When we were building Fluid we knew we wanted a couple things. At every snapshot we wanted a complete representation of the document and we wanted to be able to load this fast. This is so people could copy/paste links to historical snapshots of a document and load them directly or embed them in other documents. Not to mention loading the latest version as fast as possible. We also wanted to make sure you didn’t need the entire snapshot to begin collaborating. Fluid data structures are all fully independent of one another. This was a very deliberate choice for performance and scalability. The app developer may define load dependencies but the data structures themselves never take a dependency on one another. The data structures are also designed to be virtualized. For example a string doesn’t require all of its data to be loaded for a user to begin collaborating on it. A developer could just load the first page of text and let the user collaborate on that data. The rest of the document can then be paged in on demand. By having independent, virtualized data structures a client can load exactly what they need.
With these goals in mind we then had to figure out how to do this efficiently. We had our log of messages. And then assuming we had a snapshot we knew that the messages since that snapshot were the only thing that changed in the document by the time we wanted to make a new snapshot.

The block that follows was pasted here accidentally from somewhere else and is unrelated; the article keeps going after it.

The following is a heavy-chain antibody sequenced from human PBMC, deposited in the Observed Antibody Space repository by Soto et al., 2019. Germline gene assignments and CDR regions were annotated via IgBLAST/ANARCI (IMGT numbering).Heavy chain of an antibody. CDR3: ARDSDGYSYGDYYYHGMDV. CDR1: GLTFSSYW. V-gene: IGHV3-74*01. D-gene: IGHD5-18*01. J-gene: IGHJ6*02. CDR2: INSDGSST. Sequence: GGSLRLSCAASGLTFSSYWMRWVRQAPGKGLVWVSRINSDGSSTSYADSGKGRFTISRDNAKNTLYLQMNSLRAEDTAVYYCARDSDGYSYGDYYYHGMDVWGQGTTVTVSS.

Our design goals combined with how Git works, plus our message deltas between snapshots sharing similarities with Git’s packfiles, led us to build Fluid on top of Git’s content addressable filesystem. This was a great decision. The two systems worked great with one another out of the box. At one point we considered trying to use our delta messages in place of git’s delta compression. But the delta compression worked great as is and so this wasn’t necessary. By leveraging Git we also were able to take advantage of the great code and ecosystem it provides. Because all objects are immutable it allows us to aggressively cache content and fully leverage CDNs. And because of how tested and efficient Git is we also got fast, robust, and efficient storage. It also let us do cool things like store your documents to GitHub/GitLab/etc… As well as take inspiration from Git itself to allow you to fork and merge documents.
We don’t require you to use Git when running your own service. You just need to provide a content addressable filesystem. But Git certainly is my personal favorite to combine with Fluid. Especially when storing directly to GitHub.
So with all of that context how do snapshots actually get made? A good way to think of them is like a pull request. Fluid elects a client in the collaboration to be in charge of summarizing the document and creating the snapshot. This client goes and creates the snapshot at a particular sequence number and then submits the PR to the service. The service then inbounds this snapshot message, validates it, and “clicks” on the merge button. When a new client joins they simply do a shallow Git fetch to get the latest data. And then download the set of messages since that snapshot and apply them to the document. This makes loading Fluid documents fast and efficient.